We Need More Memories

Ndapwa Alweendo is a freelance writer and editor. In this article she reflects on the Flashback exhibition of photographs by Tony Figueira from the time of independence in Namibia. Alweendo’s interests include Namibia’s feminist history, critical race theory, and public mental health. Alweendo is currently working with StArt Art Gallery to develop an open online archive of images from the time of independence in Namibia collected through an open submissions platform. If you would like to know more about it or contribute to it, please feel free to get in touch.


Namibia’s 30th independence celebrations on 21 March 2020 were cut short for most, as COVID-19 restrictions came into place with the banning of large gatherings. For many of us, including myself, the idea of remembrance is more sensitive than ever. As a young Namibian who has entered adulthood in step with the country, this has been a time for introspection. And as the country prepares to face the challenges of COVID-19, Namibia’s progress is under closer scrutiny than ever.


The Flashback exhibition captures a moment that I believe we often don’t investigate as a nation. It seems that Namibia, for all her attempts to look forward, consistently overlooks or misses opportunities to look back. Unlike for our neighbour in the south - the only other country that experienced the system of forced segregation at the same time as us - apartheid is something that does not seem to permeate the national consciousness, and has been commemorated in very few mediums.


This collective decision to fix our gaze to the future is only visible in hindsight. I see the gaping hole in our national memory because the silence around it is so loud. I see remnants of German colonial rule, and commemoration of that violent period in Namibia’s history. At times, it feels as if there is too much history to remember. Images like those captured by Tony Figueira in the Flashback exhibition provide a look into the jubilance and hope of Namibia’s entry to a more democratic era. However, apart from some notable figures - former heads of state, and current president Hage Geingob - many of the people in these images are anonymous, and have been commemorated without their identities.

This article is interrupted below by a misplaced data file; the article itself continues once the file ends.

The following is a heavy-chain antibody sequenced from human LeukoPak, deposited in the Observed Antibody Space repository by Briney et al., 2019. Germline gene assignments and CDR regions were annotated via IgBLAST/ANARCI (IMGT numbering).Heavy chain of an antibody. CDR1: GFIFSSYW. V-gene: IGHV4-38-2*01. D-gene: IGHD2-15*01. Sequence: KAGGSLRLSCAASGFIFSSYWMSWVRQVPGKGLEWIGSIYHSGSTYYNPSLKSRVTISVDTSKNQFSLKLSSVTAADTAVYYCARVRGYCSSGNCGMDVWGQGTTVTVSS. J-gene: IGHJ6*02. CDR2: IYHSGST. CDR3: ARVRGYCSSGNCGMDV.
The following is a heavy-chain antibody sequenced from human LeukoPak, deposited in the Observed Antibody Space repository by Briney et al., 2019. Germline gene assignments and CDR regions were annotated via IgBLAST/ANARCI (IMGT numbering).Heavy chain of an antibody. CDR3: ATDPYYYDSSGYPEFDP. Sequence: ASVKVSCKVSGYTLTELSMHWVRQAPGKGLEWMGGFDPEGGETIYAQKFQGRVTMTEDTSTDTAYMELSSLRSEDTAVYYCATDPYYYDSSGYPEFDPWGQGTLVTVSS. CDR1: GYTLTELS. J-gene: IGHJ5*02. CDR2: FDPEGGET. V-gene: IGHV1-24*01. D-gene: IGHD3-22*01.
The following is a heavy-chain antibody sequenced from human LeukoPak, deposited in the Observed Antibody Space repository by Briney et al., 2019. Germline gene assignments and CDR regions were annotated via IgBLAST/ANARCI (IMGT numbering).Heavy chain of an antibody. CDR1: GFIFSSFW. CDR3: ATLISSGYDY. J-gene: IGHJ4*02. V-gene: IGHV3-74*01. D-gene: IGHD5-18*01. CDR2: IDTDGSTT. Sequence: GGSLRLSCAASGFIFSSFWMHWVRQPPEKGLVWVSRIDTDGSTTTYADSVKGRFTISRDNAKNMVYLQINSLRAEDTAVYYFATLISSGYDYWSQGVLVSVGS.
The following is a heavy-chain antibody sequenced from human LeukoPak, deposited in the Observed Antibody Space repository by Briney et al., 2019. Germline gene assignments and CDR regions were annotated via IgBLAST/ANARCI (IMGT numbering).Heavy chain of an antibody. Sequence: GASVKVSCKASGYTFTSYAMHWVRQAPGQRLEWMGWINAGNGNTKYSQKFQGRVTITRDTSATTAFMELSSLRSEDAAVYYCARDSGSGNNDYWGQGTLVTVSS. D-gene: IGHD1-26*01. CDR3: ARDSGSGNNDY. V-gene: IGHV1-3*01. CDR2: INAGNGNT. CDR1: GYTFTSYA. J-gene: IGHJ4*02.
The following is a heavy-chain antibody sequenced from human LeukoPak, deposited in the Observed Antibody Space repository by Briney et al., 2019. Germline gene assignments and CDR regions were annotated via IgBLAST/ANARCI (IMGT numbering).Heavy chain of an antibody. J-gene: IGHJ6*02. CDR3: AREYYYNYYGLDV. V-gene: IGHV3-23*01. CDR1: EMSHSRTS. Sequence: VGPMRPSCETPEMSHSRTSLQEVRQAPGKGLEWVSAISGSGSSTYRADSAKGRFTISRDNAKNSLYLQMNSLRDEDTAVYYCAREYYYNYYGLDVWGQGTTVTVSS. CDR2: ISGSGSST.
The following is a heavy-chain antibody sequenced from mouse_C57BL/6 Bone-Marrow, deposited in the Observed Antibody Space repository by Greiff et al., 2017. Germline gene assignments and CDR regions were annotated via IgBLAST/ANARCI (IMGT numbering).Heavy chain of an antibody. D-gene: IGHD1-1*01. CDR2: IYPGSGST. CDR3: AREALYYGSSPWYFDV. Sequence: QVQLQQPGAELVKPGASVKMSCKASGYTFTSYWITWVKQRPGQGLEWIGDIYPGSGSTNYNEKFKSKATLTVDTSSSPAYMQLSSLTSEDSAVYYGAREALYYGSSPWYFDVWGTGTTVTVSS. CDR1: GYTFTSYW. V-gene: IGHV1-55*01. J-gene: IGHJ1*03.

This raises the complicated question of who drives Namibia’s collective history. Tony Figueira’s photography is an interesting example of an era captured by a white man living in Namibia, a person only able to document certain situations because of his various privileges. It seems odd, sometimes, that so much of our photographic history came from white privilege. For many Namibians, whose families did not have the luxury of cameras or access to events, opportunities to remember the time before 1990 come in bits and pieces, memories dropped into conversation by parents, uncles and aunts, and (for those lucky enough) grandparents. It’s as if we all have a tiny piece of the memory, but have not yet been able to put those pieces together.


Viewing the Flashback exhibition is ultimately bittersweet for me - I wonder what kind of images might have been part of my family’s archive had they been allowed to move as freely. Seeing this time period through my family’s eyes is in many ways a luxury.


Stories about life under apartheid from my family members are few and far between, and for good reason - there was very little time to grieve and process the trauma of that era before we jumped feet first into the so-called ‘post-independence’ era. What has been shared is often harrowing, and speaks once again to the missed opportunity for a sort of national grieving to process the indignities and atrocities of the time.


Tony Figueira’s photos challenge the idea that the liberation struggle is defined by moments of adversity and pain - they capture Namibians in moments of jubilation and excitement, and for that they are valuable. However, they are also a reminder that there are many different lenses through which to see this time, the jubilation and the pain, and that there are many Namibians whose memories have not yet been acknowledged as relevant. As we celebrate thirty years of independence, finding those stories and showcasing them should be a priority.


Ndapwa Alweendo can be reached at ndapwa.alweendo@gmail.com.



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